Understandably, many patients worry that if they have a lot of low back pain when they are in their thirties or forties, the pain will become much worse as they age.
However, many pain management and rehabilitative options are available for degenerative disc disease. If patients can find a way to manage their back pain and maintain their function, the prognosis is quite favorable.
The long-term progression of disc degeneration involves the inflammatory proteins within the disc space. These proteins eventually burn out, causing the disc to become stiffer and the pain-generating micro-motions to decrease.
Long-term Outcomes of Degenerative Disc Disease
The degenerative process of the spinal disc may start gradually or suddenly, but progresses over 2 to 3 decades from severe and at times even disabling bouts of pain to a state in which the spine is restabilized and the pain is diminished.
Alongside the disc, the joints and the vertebral bones may also be affected by the degenerative process. Supporting muscles, blood vessels, and nerves can also be affected. Aging of the spine may be associated with other degenerative conditions, including1:
- Spinal osteoarthritis. Small facet joints can become strained when the disc loses its structure, accelerating the degeneration of the joints.
- Osteoporosis. The degeneration of the bony structure can increase the risk of fractures in the vertebral bones, contributing to overall instability and aging of the spine.
- Spinal stenosis. A narrowed spinal canal can occur as the discs flatten, stiffen, bulge into the canal, or strain the facet joints.
- Degenerative spondylolisthesis. One vertebral body can slip over another, possibly due to degeneration of the facet joints which may be a consequence of disc degeneration.
While degenerative disc disease itself may have a favorable outlook, other degenerating structures can sometimes affect nerves or blood vessels and lead to a variety of pain symptoms.
Spinal Disc Degeneration on MRI Scans
A level of disc degeneration is common by the sixth decade of life and beyond, when risk of pain from a degenerating disc is greatest.2 Degeneration can also start at a younger age, but pain does not always accompany disc degeneration. In fact, it is common to see degenerated discs on medical imaging in someone who has no spine-related pain.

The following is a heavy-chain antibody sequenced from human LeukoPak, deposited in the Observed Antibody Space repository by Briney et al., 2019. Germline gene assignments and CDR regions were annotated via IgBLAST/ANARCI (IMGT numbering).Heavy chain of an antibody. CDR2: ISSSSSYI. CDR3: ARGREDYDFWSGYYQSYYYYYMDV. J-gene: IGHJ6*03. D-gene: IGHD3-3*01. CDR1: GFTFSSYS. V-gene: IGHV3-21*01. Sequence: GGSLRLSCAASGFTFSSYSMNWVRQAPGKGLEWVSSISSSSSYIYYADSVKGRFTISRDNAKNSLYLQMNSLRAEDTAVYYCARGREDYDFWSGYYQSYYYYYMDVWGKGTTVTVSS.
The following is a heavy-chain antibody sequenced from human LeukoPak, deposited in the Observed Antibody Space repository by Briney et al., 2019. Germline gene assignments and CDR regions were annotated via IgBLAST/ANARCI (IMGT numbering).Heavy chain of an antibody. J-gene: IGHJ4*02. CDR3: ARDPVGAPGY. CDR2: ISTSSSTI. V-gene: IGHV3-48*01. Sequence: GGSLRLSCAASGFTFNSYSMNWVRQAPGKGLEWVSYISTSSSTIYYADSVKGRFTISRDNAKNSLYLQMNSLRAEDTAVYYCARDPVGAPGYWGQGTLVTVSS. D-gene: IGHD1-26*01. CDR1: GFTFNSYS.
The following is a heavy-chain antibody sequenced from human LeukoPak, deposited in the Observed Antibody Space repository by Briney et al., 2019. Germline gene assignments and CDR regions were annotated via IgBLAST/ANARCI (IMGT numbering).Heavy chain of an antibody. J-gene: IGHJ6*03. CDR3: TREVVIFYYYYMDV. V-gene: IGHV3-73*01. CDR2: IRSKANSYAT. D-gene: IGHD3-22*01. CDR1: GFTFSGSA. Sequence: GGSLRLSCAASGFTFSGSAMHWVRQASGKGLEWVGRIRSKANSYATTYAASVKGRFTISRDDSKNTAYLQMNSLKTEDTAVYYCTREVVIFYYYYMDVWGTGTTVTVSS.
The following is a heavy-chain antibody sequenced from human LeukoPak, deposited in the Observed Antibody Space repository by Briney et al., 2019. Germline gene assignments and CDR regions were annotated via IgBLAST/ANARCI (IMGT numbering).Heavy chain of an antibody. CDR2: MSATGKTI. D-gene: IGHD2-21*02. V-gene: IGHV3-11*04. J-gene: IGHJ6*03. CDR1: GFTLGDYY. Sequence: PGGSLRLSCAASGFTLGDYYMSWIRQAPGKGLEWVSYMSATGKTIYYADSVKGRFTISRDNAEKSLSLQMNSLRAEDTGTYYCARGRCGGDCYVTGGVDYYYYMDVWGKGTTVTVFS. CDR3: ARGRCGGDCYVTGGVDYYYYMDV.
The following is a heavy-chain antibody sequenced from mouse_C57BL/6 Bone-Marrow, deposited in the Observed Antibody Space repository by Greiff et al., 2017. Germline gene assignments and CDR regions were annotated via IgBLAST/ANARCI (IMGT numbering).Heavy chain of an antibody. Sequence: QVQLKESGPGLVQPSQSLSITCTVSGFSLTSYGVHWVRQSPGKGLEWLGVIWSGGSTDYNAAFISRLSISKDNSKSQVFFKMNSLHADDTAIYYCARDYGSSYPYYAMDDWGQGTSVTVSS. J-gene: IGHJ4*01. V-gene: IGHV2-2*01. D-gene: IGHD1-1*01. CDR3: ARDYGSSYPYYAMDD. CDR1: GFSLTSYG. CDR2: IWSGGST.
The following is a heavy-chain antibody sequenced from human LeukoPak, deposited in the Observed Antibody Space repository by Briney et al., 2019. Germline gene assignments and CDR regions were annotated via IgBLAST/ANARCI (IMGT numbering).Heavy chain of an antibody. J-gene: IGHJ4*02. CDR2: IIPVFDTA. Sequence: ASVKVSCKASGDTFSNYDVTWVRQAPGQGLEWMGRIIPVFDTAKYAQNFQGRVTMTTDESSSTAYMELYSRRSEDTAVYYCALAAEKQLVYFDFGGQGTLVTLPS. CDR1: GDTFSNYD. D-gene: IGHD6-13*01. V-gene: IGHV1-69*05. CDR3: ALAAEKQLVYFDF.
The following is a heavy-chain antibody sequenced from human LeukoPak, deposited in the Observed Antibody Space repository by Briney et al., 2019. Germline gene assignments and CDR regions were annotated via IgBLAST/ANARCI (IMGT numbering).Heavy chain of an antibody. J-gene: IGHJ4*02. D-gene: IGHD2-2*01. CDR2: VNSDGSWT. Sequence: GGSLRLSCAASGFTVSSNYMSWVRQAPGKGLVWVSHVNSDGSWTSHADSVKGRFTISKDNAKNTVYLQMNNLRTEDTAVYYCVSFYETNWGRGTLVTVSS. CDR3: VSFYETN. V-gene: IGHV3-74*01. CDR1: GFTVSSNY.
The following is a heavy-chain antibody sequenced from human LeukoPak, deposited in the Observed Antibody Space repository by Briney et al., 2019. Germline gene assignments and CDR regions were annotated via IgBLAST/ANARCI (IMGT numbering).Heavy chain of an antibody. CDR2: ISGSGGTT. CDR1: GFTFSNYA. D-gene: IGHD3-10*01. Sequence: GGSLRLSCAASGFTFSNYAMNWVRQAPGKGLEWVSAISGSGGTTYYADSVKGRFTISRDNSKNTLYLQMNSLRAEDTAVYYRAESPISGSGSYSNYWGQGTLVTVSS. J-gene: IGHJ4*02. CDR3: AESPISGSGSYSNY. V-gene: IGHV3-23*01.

Magnetic Resonance Imaging, called an MRI scan, has contributed a great deal to our understanding of degenerative disc disease and the natural degenerative process. With the advent of MRI technology, good anatomical detail of the disc can be imaged and correlated with the individual’s pain.
Studies with MRI scans collectively show the likelihood of degeneration with age3:
- 37% of pain-free 20-year-olds have disc degeneration
- 96% of pain-free 80-year-olds have disc degeneration
Aging may be related to degeneration of the spine, which is not always a painful process. Health practitioners can determine if spinal disc degeneration on an MRI scan correlates with clinical symptoms of a degenerating spine, such as lower back pain and stiffness in lumbar degenerative disc disease or neck pain and stiffness in cervical degenerative disc disease.
Insights on Living with Degenerative Disc Disease
In the span of 20 to 30 years of degenerative disc disease, decreasingly frequent flare-ups of pain can be managed using exercises, self-care, and additional treatments. Often, these management techniques can also alleviate chronic symptoms of pain within a few months.